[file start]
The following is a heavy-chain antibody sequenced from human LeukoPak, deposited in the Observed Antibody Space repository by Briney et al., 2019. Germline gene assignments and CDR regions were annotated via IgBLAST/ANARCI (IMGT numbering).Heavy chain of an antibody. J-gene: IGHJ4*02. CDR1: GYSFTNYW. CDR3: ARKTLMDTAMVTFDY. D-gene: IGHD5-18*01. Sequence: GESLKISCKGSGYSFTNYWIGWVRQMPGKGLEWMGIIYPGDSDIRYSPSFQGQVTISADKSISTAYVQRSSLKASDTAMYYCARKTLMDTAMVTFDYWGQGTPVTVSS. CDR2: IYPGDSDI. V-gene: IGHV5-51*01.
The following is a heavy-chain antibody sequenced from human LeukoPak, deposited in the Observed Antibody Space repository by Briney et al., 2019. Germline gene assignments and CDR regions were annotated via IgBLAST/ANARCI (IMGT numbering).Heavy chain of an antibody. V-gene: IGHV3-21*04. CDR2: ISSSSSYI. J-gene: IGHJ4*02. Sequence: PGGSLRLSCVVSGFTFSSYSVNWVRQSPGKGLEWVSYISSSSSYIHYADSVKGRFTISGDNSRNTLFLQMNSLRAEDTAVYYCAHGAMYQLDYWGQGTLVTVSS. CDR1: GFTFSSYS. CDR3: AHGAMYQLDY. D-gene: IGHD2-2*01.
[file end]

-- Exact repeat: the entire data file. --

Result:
The following is a heavy-chain antibody sequenced from human LeukoPak, deposited in the Observed Antibody Space repository by Briney et al., 2019. Germline gene assignments and CDR regions were annotated via IgBLAST/ANARCI (IMGT numbering).Heavy chain of an antibody. J-gene: IGHJ4*02. CDR1: GYSFTNYW. CDR3: ARKTLMDTAMVTFDY. D-gene: IGHD5-18*01. Sequence: GESLKISCKGSGYSFTNYWIGWVRQMPGKGLEWMGIIYPGDSDIRYSPSFQGQVTISADKSISTAYVQRSSLKASDTAMYYCARKTLMDTAMVTFDYWGQGTPVTVSS. CDR2: IYPGDSDI. V-gene: IGHV5-51*01.
The following is a heavy-chain antibody sequenced from human LeukoPak, deposited in the Observed Antibody Space repository by Briney et al., 2019. Germline gene assignments and CDR regions were annotated via IgBLAST/ANARCI (IMGT numbering).Heavy chain of an antibody. V-gene: IGHV3-21*04. CDR2: ISSSSSYI. J-gene: IGHJ4*02. Sequence: PGGSLRLSCVVSGFTFSSYSVNWVRQSPGKGLEWVSYISSSSSYIHYADSVKGRFTISGDNSRNTLFLQMNSLRAEDTAVYYCAHGAMYQLDYWGQGTLVTVSS. CDR1: GFTFSSYS. CDR3: AHGAMYQLDY. D-gene: IGHD2-2*01.